Welcome to the First Ever TEDx Youth @ Al-Masyoon! read the screen, reflecting the excitement ahead of the event in Ramallah on Saturday March 3.
Standing in front of the screen was the instantly recognisable big red T-E-D lettering. A red carpet and media wall stood to the side of the stage and young volunteers, dressed sharply in suits with coordinated red ties, poured water for the 160 or so guests sat on round tables in a crowded hall.
TEDx events are independently organised offshoots of TED talks, a non-profit organisation ‘devoted to ideas worth spreading’. Organisers obtain a free license and guidance on hosting the event.
For once in Palestine, the permit was the easy part.
Nour Ghanem, a high school student in 11th grade, is the organising force behind the event in Ramallah.
Getting the license was really easy, Nour told Palestine Monitor. The challenging part was finding a sponsor.
Nour was seeking funding for the TEDx event. She approached banks and even an organisation which claims to help youth though told her; No, we don’t support this kind of thing.
Nour was asking for $3000. She approached companies such as the mobile operator Jawwal, which spend millions on advertising campaigns in Palestine, yet no one was willing to sponsor her endeavour.
She would have liked to make the event free to attend, but failing to secure funding, had to charge on the door.
In a similar theme, the Minister of Education, Sabri Saidam, had more words than action when he opened the event saying; I’m honoured and really proud of you guys � the future is yours and let’s make it a bright one. He then proceeded to make apologies that he was unable to stay for the duration of the Saturday afternoon event.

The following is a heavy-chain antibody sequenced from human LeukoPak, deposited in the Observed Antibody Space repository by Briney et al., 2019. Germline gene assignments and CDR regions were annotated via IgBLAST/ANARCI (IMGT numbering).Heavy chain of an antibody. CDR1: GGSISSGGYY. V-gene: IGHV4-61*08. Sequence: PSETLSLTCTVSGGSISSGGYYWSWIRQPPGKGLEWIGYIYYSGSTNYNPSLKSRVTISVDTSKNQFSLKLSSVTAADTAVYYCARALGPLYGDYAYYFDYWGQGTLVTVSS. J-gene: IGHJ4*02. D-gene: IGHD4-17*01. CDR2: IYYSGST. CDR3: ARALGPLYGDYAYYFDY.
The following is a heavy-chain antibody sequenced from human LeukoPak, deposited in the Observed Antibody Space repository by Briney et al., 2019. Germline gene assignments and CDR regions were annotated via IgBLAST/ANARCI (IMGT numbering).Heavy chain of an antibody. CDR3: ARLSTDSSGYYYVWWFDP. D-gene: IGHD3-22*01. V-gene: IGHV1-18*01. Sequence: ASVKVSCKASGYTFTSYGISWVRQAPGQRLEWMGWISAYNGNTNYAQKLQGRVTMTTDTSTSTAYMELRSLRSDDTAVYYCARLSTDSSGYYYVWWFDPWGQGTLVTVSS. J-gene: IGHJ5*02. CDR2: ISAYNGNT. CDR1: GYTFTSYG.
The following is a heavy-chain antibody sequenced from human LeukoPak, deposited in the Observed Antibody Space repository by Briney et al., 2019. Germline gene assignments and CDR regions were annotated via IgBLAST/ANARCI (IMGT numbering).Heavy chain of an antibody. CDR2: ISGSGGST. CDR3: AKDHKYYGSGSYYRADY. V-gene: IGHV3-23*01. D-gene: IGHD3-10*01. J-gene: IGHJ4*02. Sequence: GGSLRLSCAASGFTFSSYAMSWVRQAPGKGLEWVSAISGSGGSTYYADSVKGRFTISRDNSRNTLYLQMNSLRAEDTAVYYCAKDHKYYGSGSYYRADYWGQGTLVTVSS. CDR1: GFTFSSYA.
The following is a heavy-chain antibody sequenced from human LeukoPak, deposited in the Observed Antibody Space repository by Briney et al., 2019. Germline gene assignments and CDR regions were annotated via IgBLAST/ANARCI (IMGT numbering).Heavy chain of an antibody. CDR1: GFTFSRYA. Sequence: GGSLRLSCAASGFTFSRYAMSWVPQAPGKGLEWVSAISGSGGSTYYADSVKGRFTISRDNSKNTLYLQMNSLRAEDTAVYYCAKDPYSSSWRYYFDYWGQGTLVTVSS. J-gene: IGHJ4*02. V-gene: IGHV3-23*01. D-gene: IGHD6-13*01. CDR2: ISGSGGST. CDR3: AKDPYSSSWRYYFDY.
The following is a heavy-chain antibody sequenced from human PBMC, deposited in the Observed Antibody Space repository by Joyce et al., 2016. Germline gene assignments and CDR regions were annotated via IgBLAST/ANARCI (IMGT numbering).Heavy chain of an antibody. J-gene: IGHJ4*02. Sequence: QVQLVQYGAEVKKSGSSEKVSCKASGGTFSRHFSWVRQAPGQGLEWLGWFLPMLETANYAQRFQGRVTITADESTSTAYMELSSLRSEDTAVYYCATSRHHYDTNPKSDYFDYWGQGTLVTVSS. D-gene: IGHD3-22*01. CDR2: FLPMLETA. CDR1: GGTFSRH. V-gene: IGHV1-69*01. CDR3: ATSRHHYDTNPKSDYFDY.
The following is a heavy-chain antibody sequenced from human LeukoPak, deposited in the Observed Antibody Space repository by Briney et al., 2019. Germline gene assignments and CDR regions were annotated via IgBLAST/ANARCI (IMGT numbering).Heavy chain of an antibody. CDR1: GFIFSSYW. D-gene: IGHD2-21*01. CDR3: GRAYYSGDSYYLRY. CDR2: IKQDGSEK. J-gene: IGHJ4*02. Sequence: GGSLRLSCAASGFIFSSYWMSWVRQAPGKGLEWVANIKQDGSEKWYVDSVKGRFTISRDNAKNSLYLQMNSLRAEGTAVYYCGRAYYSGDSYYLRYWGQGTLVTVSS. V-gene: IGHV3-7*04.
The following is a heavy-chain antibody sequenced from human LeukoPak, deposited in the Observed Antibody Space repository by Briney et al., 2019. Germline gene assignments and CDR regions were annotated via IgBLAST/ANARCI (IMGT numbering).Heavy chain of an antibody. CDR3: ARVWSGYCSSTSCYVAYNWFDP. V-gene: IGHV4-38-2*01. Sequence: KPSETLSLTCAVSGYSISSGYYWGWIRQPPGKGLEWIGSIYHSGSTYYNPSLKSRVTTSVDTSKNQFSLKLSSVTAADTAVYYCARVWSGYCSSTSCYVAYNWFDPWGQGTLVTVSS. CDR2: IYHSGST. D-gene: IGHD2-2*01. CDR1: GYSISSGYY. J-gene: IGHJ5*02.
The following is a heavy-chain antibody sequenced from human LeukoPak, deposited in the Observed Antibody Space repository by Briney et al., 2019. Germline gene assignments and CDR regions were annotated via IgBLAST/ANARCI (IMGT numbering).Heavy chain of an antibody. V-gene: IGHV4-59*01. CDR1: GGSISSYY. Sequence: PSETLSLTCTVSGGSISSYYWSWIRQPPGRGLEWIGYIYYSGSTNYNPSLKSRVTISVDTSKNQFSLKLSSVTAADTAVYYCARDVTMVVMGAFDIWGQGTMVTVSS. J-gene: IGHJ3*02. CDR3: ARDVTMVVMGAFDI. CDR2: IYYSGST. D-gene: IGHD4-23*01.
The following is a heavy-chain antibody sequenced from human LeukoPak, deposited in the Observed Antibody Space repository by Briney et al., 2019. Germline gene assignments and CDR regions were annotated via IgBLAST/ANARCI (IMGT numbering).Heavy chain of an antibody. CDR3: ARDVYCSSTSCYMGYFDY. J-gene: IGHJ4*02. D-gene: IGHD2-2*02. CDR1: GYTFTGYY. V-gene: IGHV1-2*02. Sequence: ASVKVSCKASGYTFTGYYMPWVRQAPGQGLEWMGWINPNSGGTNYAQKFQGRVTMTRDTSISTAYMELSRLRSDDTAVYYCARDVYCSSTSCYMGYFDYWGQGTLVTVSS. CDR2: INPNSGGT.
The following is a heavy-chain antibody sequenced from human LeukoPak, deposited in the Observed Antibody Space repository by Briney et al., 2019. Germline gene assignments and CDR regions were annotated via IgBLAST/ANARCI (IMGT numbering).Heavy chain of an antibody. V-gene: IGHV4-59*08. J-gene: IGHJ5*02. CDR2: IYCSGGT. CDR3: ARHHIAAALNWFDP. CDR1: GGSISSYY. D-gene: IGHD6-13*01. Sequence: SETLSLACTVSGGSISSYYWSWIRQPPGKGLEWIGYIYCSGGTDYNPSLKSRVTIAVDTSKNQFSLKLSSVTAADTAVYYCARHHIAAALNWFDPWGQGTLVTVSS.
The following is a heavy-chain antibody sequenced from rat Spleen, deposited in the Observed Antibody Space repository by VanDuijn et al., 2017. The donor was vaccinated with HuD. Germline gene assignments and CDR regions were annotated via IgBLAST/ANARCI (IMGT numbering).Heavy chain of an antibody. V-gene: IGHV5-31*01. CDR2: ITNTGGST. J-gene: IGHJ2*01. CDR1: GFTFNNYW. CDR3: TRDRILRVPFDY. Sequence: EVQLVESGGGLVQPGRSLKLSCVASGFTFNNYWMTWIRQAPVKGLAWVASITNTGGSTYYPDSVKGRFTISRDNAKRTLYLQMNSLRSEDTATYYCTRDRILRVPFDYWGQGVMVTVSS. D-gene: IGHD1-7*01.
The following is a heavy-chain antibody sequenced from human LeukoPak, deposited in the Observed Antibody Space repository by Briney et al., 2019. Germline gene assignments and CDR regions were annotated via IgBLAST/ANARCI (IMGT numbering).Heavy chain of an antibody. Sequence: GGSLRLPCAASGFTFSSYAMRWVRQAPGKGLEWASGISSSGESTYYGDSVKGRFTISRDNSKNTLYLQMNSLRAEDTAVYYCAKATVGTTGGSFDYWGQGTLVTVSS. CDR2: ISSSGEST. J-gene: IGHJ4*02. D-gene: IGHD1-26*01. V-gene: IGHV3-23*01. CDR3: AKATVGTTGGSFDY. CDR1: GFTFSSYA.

Nour grew up in Canada and the UAE. She saw TED events taking place there and thought why couldn’t this happen in Palestine? Following the success of this event � she had a last minute rush of people applying to speak � she would like to make it an annual event.
Nine speakers, ranging from an educational psychologist to a ju-jitsu World Champion, spoke in either Arabic or English on themes including perseverance, innovation, modern education, public speaking and writing.
It was the youngest speakers who stole the show.
Masa Melhem is still in high school in Ramallah. She would like to go on to study law. She spoke about the value of the grey area, applying it to themes as broad as gratitude, modernism vs tradition and the mentality of occupation.
While the politics of the occupation were naturally referred to in passing in several speeches, it did not make up the focus of any of the talks.
Instead, the young people shared their thoughtfulness and passions on subjects close to their hearts.
Being Palestinians we have a special gift for changing routes, said Amal Darwish, referring to her talk on the need to update education from traditional settings.
One of the speakers, Maher Al-Shafil, a graduate of Arabic Literature and English translation at Birzeit University and now a student of music, who also happens to be blind, closed the event by playing and singing Arabic songs on his guitar.
Lead photo: Masa Melhem, a senior in high school, delivered her speech on ‘The Grey Area.’
Source: Palestine Monitor